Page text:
Republican presidential candidate and former Massachusetts Governor Mitt Romney serves sandwiches to supporters outside Jackie’s Diner in Nashua, New Hampshire November 20, 2011. REUTERS/Brian Snyder (UNITED STATES – Tags: POLITICS ELECTIONS)
Former Massachusetts Governor Mitt Romney, who charged Republican presidential primary rival Newt Gingrich with proposing “amnesty” for certain illegal immigrants, took a nearly identical position in a 2006 Bloomberg interview, saying some foreigners who entered the U.S. illegally should be allowed to remain and gain legal status.
Romney, who at the time hadn’t yet declared his first presidential candidacy for 2008, told reporters and editors in Bloomberg News’s Washington bureau that the 11 million immigrants who entered the U.S. illegally “are not going to be rounded up and box-carred out.” Law-abiding people who pay taxes, learn English and don’t rely on government benefits should be allowed to “get in line” to apply for citizenship, he said.
“We need to begin a process of registering those people, some being returned, and some beginning the process of applying for citizenship and establishing legal status,” Romney said during the March 29, 2006, session.
The comments contrast with the position Romney took last week when he challenged Gingrich’s assertion during a televised debate that the U.S. should have a “humane” immigration policy that allows some people who entered the country illegally long ago, have no criminal record, and have family, civic and religious ties to stay and get legal status. Romney called the approach “amnesty” and a magnet for illegality.
Romney is a joke. I sometimes think he’ll be the easiest opponent for Obama as he has become a caricature of the spineless politician. I guess he looks good to some next to the current, pathetic GOP field, but he has avoided interviews with major news organizations, even FOX News, as he seems to be afraid to answer questions about previous positions. It’s hard to imagine how he can do that in a general election.
Republican presidential candidate former Gov. Mitt Romney. UPI/Roger L. Wollenberg
The scathing attacks on Mitt Romney from prominent conservatives are intensifying. While the GOP establishment rallies around Mitt as they survey the confederacy of dunces that make up the Republican field of candidates, conservative writers are stating the obvious – that Mitt Romney is basically a fraud who will say anything to get elected.
George Will unloaded on Romney last week, expressing disdain for Romney’s multiple positions on practically every issue dear to conservatives.
Mitt Romney is not the George W. Bush of 2012 — he is the Harriet Miers of 2012, only conservative because a few conservative grand pooh-bahs tell us Mitt Romney is conservative and for no other reason.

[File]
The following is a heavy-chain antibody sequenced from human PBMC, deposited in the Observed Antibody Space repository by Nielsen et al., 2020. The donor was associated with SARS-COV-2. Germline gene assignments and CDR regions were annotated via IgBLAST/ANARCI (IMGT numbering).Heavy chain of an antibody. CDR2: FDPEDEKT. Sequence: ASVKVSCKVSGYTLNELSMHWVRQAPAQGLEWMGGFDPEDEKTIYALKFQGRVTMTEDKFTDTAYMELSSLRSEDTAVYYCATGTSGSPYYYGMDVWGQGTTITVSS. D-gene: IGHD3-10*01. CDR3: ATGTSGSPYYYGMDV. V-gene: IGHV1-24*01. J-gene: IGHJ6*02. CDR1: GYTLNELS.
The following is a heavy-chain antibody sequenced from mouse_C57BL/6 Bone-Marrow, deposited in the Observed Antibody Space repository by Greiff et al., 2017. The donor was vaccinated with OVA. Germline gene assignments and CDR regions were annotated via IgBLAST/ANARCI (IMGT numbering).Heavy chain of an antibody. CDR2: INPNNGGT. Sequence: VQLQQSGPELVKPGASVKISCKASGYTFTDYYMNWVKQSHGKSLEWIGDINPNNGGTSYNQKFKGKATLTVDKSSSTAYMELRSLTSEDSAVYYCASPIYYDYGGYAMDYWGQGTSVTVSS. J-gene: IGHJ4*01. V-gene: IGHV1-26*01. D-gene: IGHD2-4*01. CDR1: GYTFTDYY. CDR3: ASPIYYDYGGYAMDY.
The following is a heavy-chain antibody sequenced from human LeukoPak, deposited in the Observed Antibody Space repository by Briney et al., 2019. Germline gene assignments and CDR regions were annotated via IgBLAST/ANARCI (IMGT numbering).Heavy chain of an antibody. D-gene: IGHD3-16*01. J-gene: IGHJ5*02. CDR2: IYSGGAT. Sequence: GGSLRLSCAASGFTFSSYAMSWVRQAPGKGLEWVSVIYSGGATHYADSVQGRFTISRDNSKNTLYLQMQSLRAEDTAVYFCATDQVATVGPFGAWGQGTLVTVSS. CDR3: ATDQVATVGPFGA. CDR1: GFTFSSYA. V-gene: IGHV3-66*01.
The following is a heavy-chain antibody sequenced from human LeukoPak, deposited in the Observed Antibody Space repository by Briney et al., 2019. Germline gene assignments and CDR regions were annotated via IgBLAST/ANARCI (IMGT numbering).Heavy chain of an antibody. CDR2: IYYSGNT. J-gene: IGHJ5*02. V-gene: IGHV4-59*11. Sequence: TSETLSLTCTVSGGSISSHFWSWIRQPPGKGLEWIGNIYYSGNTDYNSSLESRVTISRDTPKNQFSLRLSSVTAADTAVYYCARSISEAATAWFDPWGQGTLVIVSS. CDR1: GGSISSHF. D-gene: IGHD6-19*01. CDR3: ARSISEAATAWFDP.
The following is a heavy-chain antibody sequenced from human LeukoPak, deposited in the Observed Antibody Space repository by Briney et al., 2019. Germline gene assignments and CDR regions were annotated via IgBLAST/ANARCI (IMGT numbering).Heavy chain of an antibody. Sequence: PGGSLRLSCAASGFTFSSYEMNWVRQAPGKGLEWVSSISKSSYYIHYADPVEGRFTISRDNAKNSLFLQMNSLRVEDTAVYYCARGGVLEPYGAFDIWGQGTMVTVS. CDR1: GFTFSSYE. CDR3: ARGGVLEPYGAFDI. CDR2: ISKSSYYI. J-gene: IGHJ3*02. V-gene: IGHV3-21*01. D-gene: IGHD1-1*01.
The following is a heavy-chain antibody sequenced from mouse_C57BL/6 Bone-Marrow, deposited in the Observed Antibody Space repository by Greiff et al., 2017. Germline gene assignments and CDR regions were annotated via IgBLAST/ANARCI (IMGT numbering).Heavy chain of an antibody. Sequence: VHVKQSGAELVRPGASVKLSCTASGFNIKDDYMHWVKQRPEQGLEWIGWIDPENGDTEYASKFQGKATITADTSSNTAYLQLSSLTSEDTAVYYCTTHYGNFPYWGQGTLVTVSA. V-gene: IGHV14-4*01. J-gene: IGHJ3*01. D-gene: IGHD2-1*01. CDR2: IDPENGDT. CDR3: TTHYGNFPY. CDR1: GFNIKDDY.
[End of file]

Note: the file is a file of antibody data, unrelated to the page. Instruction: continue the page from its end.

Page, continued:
Mitt Romney is going to be the Republican nominee. And his general election campaign will be an utter disaster for conservatives as he takes the GOP down with him and burns up what it means to be a conservative in the process.
Mitt Romney will be the nominee because the other candidates, right now, are a pretty pathetic lot.
You’d think that given the economy, jobs, and the present angst about the direction of the country that the GOP would have an easy path to victory. You would be wrong.
You forget the electoral college. The vote is coming down to a handful of states and Barack Obama still maintains the advantage of incumbency and not terribly terrible polling in those swing states.
Mitt Romney, on the other hand, is a man devoid of any principles other than getting himself elected. As much as the American public does not like Barack Obama, they loath a man so fueled with ambition that he will say or do anything to get himself elected. Mitt Romney is that man.
I’ve been reading the 200 pages of single spaced opposition research from the John McCain campaign on Mitt Romney. There is no issue I can find on which Mitt Romney has not taken both sides. He is neither liberal nor conservative. He is simply unprincipled. The man has no core beliefs other than in himself. You want him to be tough? He’ll be tough. You want him to be sensitive? He’ll be sensitive. You want him to be for killing the unborn? He’ll go all in on abortion rights until he wants to run for an office where it is not in his advantage.
I don’t blame conservatives for rejecting Romney. I think the conservative movement has lost its mind with the unbending, extreme positions we’re seeing all around the country, and I do believe that some level of pragmatism has to be considered, but Romney is a joke.
Despite his intense desire to have Obama lose in 2012, George Will still has tough questions for those in the GOP field who seem to favor perpetual war:
Most of the candidates have disparaged Barack Obama’s decision that all U.S. troops will leave Iraq this year. (Ron Paul considers the withdrawal of U.S. assets insufficiently thorough; but, then, he might favor U.S. withdrawal from territories of the constitutionally dubious Louisiana Purchase.) What is the candidates’ objection to Obama implementing the status-of-forces agreement that his predecessor signed in 2008?
The candidates should answer three questions: How many troops would they leave in Iraq? For how long? And for what purpose? If eight years, 4,485 lives and $800 billion are not enough, how many more of each are they prepared to invest there? And spare us the conventional dodge about “listening to” the “commanders in the field.” Each candidate is aspiring to be commander in chief in a nation in which civilians set policy for officers to execute.
The foreign policy statements of the GOP candidates have been embarrassing. I doubt any of them can answer this question coherently.